Letter: Happiness, the missing link in workplace productivity

My letter published in TODAY, 22 Jan 2013


From Vadivu Govind

Firms are reportedly keen to improve productivity but 53 per cent are “unsure of how and where to get started”, as reported in “Firms keen to improve productivity but …” (Jan 10).

While there has been a lot of discussion on the need to improve productivity, I have not read anything on the link between productivity and workplace happiness.

Research has shown that happier employees are more productive and creative and perform better. These employees take less sick leave and have more collaborative relationships at work.

There is also research on what happiness at work means. Meaningful, genuine appreciation is one way to help employees be happy. Another is to help them optimise their strengths and see their work as worthwhile. Compassion for employees as humans is critical.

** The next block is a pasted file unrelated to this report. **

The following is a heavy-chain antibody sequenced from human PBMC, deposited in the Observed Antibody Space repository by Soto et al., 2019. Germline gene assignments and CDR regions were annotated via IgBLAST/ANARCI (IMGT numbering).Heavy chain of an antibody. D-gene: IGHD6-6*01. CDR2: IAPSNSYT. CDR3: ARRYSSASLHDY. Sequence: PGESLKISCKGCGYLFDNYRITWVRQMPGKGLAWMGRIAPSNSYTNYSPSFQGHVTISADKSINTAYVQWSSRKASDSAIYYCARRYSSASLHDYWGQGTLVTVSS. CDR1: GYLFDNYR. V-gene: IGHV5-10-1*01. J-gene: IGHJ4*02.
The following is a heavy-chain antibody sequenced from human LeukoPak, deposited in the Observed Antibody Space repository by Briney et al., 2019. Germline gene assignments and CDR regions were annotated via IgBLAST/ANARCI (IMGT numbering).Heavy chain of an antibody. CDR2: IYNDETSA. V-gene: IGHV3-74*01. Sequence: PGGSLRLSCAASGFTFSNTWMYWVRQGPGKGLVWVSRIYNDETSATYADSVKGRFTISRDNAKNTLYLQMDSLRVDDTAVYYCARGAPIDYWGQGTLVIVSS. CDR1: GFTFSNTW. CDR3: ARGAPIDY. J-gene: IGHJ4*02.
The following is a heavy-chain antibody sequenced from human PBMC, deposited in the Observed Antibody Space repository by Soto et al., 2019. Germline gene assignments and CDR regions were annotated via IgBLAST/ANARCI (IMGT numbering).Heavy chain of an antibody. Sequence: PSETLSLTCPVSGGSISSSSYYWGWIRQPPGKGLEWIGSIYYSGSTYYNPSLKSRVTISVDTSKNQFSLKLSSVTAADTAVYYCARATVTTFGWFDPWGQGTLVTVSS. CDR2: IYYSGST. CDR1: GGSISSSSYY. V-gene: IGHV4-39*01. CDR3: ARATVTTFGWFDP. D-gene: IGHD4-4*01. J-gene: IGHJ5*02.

As a workplace happiness consultant, I once had a manager tell me: “I don’t care about my staff’s happiness. I just want the work done”.

This kind of thinking reduces productivity and makes workplaces toxic. If people flourish at work, businesses and our society will flourish, too.

Empowering Public Servants

My letter published the The Straits Times Forum Page, 12 Oct 2012.

I really want to thank Germaine Chow for sharing the video of Mr Tan and his dogs with me and making me aware of this case. We both cried watching the video and I’m glad the tears have been transformed into this published letter. Thank you, Germaine, for CARING!


Empowering public servants

I APPLAUD Minister for Foreign Affairs and Law K. Shanmugam’s support for cancer patient Tan Cheng Chu (“Minister speaks up for cancer patient”; last Saturday), who was asked to give up one of his two dogs as the rules allow only one dog in an HDB flat.

I hope leaders of all government agencies empower their officers to practise wisdom and compassion.

This requires courage because if they make an exception to the rule or do something compassionate that is not usually done, they might get some flak for it.

But if they do not, then the humanity vital to the proper exercise of their duties is absent, and the job could well be one that a machine can replicate.

Vadivu Govind (Ms)